Friday image feast

Curiosity is really stepping up a scientific gear now, and every day new images are coming back showing what a remarkable machine she is – part geologist, part biologist, and, it turns out, part astronomer too!

Let’s look at the geologist part first. In the last post we saw how MSL has driven close to a roughly pyramid-shaped rock christened “Jake Matijevic” in honour of a much-loved and greatly respected NASA scientist who recently passed away. We now have clearer, more detailed pictures of this fascinating looking rock. Here’s a colour image I’ve sharpened up a little…

You’ll see straight away how the face of the rock on the right is a lot cleaner and rougher than the other face, which appears to have a smooth texture and a bluish tinge, as if it’s been sanded down. Why? What’s going on? Well, that’s what the Curiosity team is going to find out over the next few days when they turn all the rover’s science firepower on this rock. By the time they’ve finished, “Jake Matijevic” will be the most studied rock on Mars ever, I reckon.

Here’s a more detailed view of the top of the rock…

Can’t wait to see the rest of it!

Meanwhile, Curiosity has been doing a bit of stargazing on Mars – well, moon-gazing anyway…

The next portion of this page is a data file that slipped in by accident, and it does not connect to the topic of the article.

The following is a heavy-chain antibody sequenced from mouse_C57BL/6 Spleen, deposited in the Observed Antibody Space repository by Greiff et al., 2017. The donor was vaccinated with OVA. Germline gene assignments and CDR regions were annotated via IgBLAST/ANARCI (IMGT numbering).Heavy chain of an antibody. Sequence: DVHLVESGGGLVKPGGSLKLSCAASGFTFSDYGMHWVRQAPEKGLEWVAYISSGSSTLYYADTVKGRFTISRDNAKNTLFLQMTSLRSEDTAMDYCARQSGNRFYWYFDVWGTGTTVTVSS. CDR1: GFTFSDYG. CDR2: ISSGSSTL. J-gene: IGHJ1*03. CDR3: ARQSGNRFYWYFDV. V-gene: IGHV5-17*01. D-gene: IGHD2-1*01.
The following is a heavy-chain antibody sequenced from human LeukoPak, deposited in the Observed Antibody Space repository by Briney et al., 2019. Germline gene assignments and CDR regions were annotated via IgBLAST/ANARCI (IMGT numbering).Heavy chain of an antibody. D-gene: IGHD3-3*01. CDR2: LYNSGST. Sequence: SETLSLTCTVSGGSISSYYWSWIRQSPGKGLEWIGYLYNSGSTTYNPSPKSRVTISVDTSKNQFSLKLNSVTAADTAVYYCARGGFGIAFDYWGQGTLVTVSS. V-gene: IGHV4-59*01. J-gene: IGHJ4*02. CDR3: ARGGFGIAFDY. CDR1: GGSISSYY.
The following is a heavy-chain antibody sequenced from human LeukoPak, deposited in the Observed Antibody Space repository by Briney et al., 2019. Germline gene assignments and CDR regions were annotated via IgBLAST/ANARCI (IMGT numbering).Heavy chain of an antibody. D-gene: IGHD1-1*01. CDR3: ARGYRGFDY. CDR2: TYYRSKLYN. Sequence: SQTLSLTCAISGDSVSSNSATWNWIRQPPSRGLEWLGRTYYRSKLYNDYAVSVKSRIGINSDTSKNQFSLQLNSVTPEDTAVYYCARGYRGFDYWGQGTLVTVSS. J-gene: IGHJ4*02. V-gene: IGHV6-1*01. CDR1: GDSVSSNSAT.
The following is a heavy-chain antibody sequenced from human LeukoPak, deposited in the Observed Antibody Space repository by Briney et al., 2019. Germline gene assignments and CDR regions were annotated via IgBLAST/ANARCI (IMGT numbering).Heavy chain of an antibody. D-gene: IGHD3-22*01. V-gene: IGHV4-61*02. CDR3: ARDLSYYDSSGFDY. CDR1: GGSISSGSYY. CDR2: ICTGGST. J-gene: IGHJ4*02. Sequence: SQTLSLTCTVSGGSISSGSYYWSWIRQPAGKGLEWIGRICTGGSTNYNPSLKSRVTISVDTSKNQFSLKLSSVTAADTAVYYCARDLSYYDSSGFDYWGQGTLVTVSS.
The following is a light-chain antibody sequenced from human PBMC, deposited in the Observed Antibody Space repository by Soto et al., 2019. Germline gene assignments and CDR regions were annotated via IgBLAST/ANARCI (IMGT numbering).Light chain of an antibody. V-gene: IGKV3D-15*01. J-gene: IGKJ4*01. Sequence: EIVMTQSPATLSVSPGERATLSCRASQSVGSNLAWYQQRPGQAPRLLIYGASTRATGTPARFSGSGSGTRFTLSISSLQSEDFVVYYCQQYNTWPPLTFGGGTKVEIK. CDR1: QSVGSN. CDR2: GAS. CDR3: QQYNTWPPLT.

Take a look at this image – you’ll need to click on it to enlarge it…

Doesn’t look much, I know. But the large white circle is the Sun, and the black dot is Mars’ smaller moon, Deimos! Cleaned-up you can see this…

Again, that doesn’t look much, I know, but what you’re seeing is a moon of Mars moving across the face of the Sun – a transit, just like we sometimes see the planets Mercury or Venus transiting the Sun from here on Earth. Here’s what you’re seeing…

So Curiosity is now also an off-Earth astronomical observatory. Very cool!

And just as a bonus, here’s a short animation of Deimos moving across the face of the Sun. Bit hard to see because of the cross-hatch pattern, and you might have to click on the image to see the actual movement (I would anyway, to enlarge it), but ignore the quality and just Think About What You’re Seeing…!šŸ˜‰

This isn’t the first time this has been done, tho, The two Mars Exploration Rovers observed and photographed transits of both martian moons. But Curiosity has better cameras, so we’ll have better, crisper views in the months and years to come.

One thought on “Friday image feast

  1. Monica,Houston,Texas says:

    Did you notice the rocks/pebbles directly to the North of Jake – one has 5 sides and the 2nd almost 4 straight corners – interesting. Any ideas from the geologists out there?

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